The region with reduced surface texture serves as a region of structural weakness during deflation relative to the textured region. This region initiates a controlled preferential collapse or folding of the inflated balloon when deflation occurs. In preferred embodiments, the region of reduced surface texture is a longitudinal strip 14 or a longitudinal notch 15. A balloon may have one or more notches. The length of a notch may be from 0.5 mm to the entire length of the balloon. A preferred embodiment has a single longitudinal strip or notch of reduced texture. The apex of the notch may be pointed, angular, smooth or rounded. A preferred embodiment as depicted in FIGS. 2 and 6, includes a smooth longitudinal strip which is formed during blow molding by simply terminating the raised radial ridges prior to encircling the entire balloon circumference. Alternatively, the angles of the sides of the notch may form a generally equilateral or isosceles triangular shape. Notch sides may be angular, curved, or radiused. Notches may be continuous or intermittent across the balloon length. Notches can be generally parallel to the balloon body longitudinal axis as illustrated in FIG. 16. Notches can also spiral around the balloon body, take a curved path, or fall at an angle across the balloon length.

When inflated, a balloon embodying this invention will lengthen. This lengthening may be more pronounced on a balloon cylindrical surface opposite a longitudinal ridge. The ridges can act as bellows adding length to the balloon, with bending where ridges are less pronounced, as on a reduced texture strip. This lengthening, when coupled with an axially fixed shaft, will tend to bend the balloon in a curved or banana shape, as the balloon ends are fixed and the balloon is lengthening. In a balloon having a perfectly symmetrical surface, the direction of this bending will be unpredictable. In the present invention, this bending will be concave on a balloon surface having a longitudinal strip. The longitudinal strip will assume a concave orientation in the resulting banana shape. The banana-like shape will range from very slight to pronounced in different embodiments of the invention having an axially fixed shaft.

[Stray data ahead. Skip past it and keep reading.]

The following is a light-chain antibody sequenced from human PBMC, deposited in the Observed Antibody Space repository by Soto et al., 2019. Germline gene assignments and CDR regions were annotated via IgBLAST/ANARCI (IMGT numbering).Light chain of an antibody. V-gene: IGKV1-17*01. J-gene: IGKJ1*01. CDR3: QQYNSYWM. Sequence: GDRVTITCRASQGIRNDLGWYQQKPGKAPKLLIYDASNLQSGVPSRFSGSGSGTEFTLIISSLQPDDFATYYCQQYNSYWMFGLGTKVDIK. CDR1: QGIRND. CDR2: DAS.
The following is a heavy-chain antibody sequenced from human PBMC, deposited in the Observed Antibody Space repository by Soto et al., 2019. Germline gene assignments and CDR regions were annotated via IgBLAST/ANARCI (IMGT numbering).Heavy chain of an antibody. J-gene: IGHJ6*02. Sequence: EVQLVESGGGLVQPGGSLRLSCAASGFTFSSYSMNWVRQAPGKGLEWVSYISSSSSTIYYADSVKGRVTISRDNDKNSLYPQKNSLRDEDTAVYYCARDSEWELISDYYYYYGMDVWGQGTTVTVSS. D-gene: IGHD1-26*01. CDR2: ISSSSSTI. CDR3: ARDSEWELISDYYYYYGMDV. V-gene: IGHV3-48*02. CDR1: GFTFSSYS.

The balloon bending may be used advantageously where such bending is a benefit, as in conforming to an anatomical curve in a selected artery. Balloon bending may also be reduced by compensating for the bend by molding the balloon such that it has a bend in a direction to counter the pressurized bending.